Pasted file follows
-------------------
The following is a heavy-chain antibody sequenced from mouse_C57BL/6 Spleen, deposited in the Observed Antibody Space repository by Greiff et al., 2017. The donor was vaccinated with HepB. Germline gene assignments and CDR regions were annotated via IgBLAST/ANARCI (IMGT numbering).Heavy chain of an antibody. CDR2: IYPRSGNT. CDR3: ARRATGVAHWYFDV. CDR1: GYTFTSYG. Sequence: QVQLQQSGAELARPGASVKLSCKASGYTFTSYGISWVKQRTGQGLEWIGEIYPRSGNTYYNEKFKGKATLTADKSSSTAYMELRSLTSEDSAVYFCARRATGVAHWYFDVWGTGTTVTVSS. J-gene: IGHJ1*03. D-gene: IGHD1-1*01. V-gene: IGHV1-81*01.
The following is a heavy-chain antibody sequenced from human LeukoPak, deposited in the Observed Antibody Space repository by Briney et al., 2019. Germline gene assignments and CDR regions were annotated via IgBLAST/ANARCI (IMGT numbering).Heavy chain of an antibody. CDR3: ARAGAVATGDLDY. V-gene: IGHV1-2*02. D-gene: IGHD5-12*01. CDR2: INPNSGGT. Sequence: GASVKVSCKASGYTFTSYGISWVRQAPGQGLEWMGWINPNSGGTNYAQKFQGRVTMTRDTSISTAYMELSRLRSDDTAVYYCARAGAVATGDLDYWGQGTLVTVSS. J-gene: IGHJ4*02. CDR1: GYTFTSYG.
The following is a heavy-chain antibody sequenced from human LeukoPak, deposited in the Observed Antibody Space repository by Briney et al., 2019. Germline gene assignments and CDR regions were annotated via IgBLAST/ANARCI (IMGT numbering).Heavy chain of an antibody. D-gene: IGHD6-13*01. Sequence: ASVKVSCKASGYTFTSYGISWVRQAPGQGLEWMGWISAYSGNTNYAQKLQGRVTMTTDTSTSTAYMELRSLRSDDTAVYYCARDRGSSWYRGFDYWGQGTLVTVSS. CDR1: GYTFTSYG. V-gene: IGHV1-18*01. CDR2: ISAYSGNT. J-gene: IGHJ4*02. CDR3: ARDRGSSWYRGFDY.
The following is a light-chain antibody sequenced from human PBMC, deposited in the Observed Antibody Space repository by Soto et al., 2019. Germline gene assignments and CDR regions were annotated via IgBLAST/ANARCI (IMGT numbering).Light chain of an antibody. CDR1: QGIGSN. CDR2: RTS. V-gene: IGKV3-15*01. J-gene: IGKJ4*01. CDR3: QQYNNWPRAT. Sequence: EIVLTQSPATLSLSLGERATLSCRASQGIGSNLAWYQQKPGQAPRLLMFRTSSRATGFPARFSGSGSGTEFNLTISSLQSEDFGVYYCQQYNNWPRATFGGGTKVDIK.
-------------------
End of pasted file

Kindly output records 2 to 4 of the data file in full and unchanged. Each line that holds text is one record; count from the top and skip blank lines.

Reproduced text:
The following is a heavy-chain antibody sequenced from human LeukoPak, deposited in the Observed Antibody Space repository by Briney et al., 2019. Germline gene assignments and CDR regions were annotated via IgBLAST/ANARCI (IMGT numbering).Heavy chain of an antibody. CDR3: ARAGAVATGDLDY. V-gene: IGHV1-2*02. D-gene: IGHD5-12*01. CDR2: INPNSGGT. Sequence: GASVKVSCKASGYTFTSYGISWVRQAPGQGLEWMGWINPNSGGTNYAQKFQGRVTMTRDTSISTAYMELSRLRSDDTAVYYCARAGAVATGDLDYWGQGTLVTVSS. J-gene: IGHJ4*02. CDR1: GYTFTSYG.
The following is a heavy-chain antibody sequenced from human LeukoPak, deposited in the Observed Antibody Space repository by Briney et al., 2019. Germline gene assignments and CDR regions were annotated via IgBLAST/ANARCI (IMGT numbering).Heavy chain of an antibody. D-gene: IGHD6-13*01. Sequence: ASVKVSCKASGYTFTSYGISWVRQAPGQGLEWMGWISAYSGNTNYAQKLQGRVTMTTDTSTSTAYMELRSLRSDDTAVYYCARDRGSSWYRGFDYWGQGTLVTVSS. CDR1: GYTFTSYG. V-gene: IGHV1-18*01. CDR2: ISAYSGNT. J-gene: IGHJ4*02. CDR3: ARDRGSSWYRGFDY.
The following is a light-chain antibody sequenced from human PBMC, deposited in the Observed Antibody Space repository by Soto et al., 2019. Germline gene assignments and CDR regions were annotated via IgBLAST/ANARCI (IMGT numbering).Light chain of an antibody. CDR1: QGIGSN. CDR2: RTS. V-gene: IGKV3-15*01. J-gene: IGKJ4*01. CDR3: QQYNNWPRAT. Sequence: EIVLTQSPATLSLSLGERATLSCRASQGIGSNLAWYQQKPGQAPRLLMFRTSSRATGFPARFSGSGSGTEFNLTISSLQSEDFGVYYCQQYNNWPRATFGGGTKVDIK.